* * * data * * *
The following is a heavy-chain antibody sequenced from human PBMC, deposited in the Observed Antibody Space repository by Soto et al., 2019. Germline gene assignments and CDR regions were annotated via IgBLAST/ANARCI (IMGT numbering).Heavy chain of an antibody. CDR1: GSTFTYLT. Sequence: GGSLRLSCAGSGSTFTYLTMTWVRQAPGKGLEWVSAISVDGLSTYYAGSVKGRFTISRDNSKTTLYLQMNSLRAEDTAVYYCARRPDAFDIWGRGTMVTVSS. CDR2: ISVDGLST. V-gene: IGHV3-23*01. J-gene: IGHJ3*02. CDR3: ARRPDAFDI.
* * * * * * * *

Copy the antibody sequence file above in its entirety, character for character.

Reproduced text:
The following is a heavy-chain antibody sequenced from human PBMC, deposited in the Observed Antibody Space repository by Soto et al., 2019. Germline gene assignments and CDR regions were annotated via IgBLAST/ANARCI (IMGT numbering).Heavy chain of an antibody. CDR1: GSTFTYLT. Sequence: GGSLRLSCAGSGSTFTYLTMTWVRQAPGKGLEWVSAISVDGLSTYYAGSVKGRFTISRDNSKTTLYLQMNSLRAEDTAVYYCARRPDAFDIWGRGTMVTVSS. CDR2: ISVDGLST. V-gene: IGHV3-23*01. J-gene: IGHJ3*02. CDR3: ARRPDAFDI.